On Point: Time for Beltway Admirals to Think About War 2025, Not Paper Fleet 2045

by Austin Bay
August 2, 2023

Last week's column, titled "Confronting China's Rising Strength on the Seas," addressed China's military buildup with specific focus on the huge expansion of the Chinese Navy (PLAN -- Peoples Liberation Army Navy).

The column quoted Sen. Roger Wicker's May 3 speech addressing the U.S. Navy's ability -- or inability -- to deter a war with China in the Pacific.

The column stressed two absolutely important concepts. The first and most obvious was reiterating Wicker's vital strategic statement: We must deter Chinese aggression. In plain language, Wicker said China's expansionist dictatorship must be convinced that the U.S. has military forces strong enough to defeat China should the dictatorship risk a major war in the western Pacific. In part, spending the money and the national effort to create these forces demonstrates America has the will to use them should Beijing try a Putinesque gamble.

Wicker focused on the U.S. Navy (USN) because in the western Pacific the Navy is America's key U.S. offensive battle force. Control the sea and Japan, South Korea, Taiwan and the Philippines stand.

Alas, in sheer numbers of warships, the PLAN already has the world's largest battle fleet. In August 2023, the USN is the laggard. The PLAN is also built to fight a "home game" within air and missile support distance of the Chinese mainland. China's deployment of "carrier killer" anti-ship ballistic missiles is designed to convince the Pentagon it might lose a supercarrier to a long-range weapon, so carrier battle groups will avoid the western Pacific and stay out of range. The strategy is called anti-access/area denial (A2AD).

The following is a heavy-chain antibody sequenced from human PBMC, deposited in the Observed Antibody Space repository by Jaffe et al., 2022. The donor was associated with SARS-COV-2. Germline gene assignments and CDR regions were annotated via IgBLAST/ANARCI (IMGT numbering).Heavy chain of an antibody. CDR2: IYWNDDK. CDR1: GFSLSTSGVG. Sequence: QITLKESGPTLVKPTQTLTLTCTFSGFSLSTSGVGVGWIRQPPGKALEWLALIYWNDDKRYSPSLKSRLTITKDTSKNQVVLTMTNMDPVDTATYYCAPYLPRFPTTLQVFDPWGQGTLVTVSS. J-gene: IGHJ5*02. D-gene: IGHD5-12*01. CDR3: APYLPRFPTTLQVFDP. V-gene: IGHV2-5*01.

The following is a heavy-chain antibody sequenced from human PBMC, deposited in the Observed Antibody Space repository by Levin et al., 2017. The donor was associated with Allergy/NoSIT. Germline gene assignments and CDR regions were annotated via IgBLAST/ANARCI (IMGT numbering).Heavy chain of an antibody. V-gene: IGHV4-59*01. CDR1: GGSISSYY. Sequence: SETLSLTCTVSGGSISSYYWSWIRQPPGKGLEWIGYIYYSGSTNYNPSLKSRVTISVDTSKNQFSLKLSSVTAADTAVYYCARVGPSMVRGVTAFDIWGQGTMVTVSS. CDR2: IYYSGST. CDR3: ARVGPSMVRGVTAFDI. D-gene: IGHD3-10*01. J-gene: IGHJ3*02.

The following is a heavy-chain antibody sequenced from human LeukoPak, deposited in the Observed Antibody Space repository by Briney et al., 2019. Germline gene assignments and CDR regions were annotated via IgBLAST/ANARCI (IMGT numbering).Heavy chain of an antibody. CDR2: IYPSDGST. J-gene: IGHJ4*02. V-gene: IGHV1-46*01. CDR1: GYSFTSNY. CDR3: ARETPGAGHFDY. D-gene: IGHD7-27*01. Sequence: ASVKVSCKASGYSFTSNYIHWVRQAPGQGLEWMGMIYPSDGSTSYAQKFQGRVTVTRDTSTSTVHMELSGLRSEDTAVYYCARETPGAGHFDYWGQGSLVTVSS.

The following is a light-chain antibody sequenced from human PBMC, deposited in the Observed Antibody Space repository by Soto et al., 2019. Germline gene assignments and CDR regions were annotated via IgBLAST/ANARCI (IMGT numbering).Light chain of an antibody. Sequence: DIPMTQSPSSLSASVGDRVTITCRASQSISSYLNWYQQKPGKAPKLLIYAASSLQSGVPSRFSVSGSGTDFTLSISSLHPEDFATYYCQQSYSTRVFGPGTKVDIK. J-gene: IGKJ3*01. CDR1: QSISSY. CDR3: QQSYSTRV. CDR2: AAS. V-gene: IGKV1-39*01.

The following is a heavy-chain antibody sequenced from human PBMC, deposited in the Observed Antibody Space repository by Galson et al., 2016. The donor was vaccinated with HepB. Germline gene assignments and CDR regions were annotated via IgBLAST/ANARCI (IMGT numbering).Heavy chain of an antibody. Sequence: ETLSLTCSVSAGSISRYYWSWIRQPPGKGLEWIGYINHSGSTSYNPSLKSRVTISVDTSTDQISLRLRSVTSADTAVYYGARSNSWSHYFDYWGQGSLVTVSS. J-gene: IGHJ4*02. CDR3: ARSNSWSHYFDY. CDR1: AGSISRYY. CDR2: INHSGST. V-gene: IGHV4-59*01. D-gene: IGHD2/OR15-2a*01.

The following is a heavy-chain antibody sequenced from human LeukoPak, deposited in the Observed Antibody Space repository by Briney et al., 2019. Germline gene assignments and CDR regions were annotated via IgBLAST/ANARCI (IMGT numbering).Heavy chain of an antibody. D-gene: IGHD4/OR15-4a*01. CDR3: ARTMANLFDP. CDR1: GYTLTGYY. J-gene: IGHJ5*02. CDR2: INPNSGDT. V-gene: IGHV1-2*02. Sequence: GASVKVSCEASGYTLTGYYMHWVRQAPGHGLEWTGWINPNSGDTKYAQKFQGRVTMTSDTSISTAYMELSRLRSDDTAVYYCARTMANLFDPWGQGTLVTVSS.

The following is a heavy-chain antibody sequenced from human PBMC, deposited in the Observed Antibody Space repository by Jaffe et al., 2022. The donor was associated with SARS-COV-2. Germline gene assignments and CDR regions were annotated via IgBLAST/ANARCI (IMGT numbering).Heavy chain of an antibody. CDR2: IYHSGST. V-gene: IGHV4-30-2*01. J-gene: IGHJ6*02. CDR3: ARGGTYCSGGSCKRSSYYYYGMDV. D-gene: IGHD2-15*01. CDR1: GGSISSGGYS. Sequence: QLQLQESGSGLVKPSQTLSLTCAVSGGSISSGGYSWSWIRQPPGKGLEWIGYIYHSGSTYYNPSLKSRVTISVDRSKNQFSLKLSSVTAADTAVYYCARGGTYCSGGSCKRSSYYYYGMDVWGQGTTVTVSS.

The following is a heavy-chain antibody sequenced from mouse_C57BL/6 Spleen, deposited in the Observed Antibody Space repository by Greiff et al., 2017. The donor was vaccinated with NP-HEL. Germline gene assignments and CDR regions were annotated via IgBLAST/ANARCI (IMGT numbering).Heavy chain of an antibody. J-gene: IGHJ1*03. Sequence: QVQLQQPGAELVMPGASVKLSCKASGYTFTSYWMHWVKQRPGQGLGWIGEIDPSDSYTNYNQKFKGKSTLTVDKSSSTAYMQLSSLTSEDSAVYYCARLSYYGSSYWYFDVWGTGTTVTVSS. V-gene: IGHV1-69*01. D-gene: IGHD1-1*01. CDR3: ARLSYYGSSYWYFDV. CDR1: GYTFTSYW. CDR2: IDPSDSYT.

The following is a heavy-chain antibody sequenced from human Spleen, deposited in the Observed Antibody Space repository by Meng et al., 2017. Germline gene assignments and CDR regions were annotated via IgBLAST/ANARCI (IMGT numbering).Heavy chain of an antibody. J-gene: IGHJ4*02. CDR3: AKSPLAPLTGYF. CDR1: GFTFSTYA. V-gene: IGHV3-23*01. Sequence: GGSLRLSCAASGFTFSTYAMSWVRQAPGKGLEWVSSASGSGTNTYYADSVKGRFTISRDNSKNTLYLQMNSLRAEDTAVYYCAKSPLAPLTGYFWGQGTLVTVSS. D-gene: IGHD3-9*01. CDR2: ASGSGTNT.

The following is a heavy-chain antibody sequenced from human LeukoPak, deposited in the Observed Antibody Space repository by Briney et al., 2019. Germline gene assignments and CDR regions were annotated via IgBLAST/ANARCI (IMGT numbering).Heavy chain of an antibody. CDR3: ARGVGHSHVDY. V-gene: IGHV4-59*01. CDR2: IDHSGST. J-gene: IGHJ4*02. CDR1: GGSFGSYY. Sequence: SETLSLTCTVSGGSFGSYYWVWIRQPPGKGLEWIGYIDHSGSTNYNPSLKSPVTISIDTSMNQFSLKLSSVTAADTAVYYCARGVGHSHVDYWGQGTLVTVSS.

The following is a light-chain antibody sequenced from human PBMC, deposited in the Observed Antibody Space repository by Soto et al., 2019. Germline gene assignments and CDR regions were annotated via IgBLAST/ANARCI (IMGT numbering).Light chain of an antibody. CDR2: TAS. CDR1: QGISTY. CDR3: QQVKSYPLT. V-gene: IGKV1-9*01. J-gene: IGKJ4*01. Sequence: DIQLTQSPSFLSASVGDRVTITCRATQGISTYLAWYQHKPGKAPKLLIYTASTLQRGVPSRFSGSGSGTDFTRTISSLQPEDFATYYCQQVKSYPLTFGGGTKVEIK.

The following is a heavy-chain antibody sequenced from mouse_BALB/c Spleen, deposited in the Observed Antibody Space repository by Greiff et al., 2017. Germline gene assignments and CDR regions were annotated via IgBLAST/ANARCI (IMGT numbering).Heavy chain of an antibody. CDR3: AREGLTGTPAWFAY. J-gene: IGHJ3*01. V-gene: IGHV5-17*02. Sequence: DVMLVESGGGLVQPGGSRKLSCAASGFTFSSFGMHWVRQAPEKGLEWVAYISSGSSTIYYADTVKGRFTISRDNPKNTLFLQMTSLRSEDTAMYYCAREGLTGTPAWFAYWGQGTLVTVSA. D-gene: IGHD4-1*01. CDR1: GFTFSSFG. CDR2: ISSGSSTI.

Which leads to the second important concept in my column and one that also worries Sen. Wicker: Time.

Starting from behind means the U.S. only has so much calendar time to build, train and deploy additional forces -- assuming American leaders have the wisdom to do so.

Wicker cited the "Davidson window of vulnerability" versus China. In 2021 former Indo-Pacific Combatant Commander Admiral Phil Davidson said China's leaders were "accelerating their ambitions to supplant the U.S." and might attack within the next six years -- 2027.

What can we do in the next four years to dramatically change the military imbalance in the Pacific?

There are several ideas. The Army, Air Force and Navy are looking at "long range fires" using long-range hypersonic missiles to suppress Chinese shore batteries and sink ships. Great idea. It flips the Chinese A2AD strategy and gives China too many targets. "Dispersed and distributed fires" in the jargon. China can't concentrate on carriers.

The USN and USAF want to build drone sea and air platforms. They would complicate Chinese warfighting -- but it will take years to resolve their operational kinks.

More shooters is the right idea. However, the hypersonics aren't proven and the drone swarms are in development. Malware and hacking can render drones useless. Pilots and sailors can continue to fight.

How do we add sea platforms quickly and ones that can fight now? Earlier this year the Center for Strategic and International Studies (CSIS) released a study titled "The First Battle of the Next War: Wargaming a Chinese Invasion of Taiwan." The study's recommendations included fortifying U.S. and allied bases (like Guam) and a "Shift to smaller, more survivable ships."

I'd say small, fast and stealthy missile ships armed with proven weapons that can be built in small shipyards and fighting within 24 months.

Fantasy? No. Lack of constituency until it's too late. The Beltway Navy is designing the Great Paper Fleet of 2045, not addressing the weakness of now.

In the past two years I've written a couple of columns discussing small missile boats with long-range sea capability. The H96 (Sept. 14, 2022) is one example. Forbes mentioned it in a December 2020 article. It has the range to double as an escort and maritime security vessel.

It's time for the admirals to think small, lethal and ready to fight in 2025.

Read Austin Bay's Latest Book

To find out more about Austin Bay and read features by other Creators Syndicate writers and cartoonists, visit the Creators Syndicate Web page at www.creators.com.


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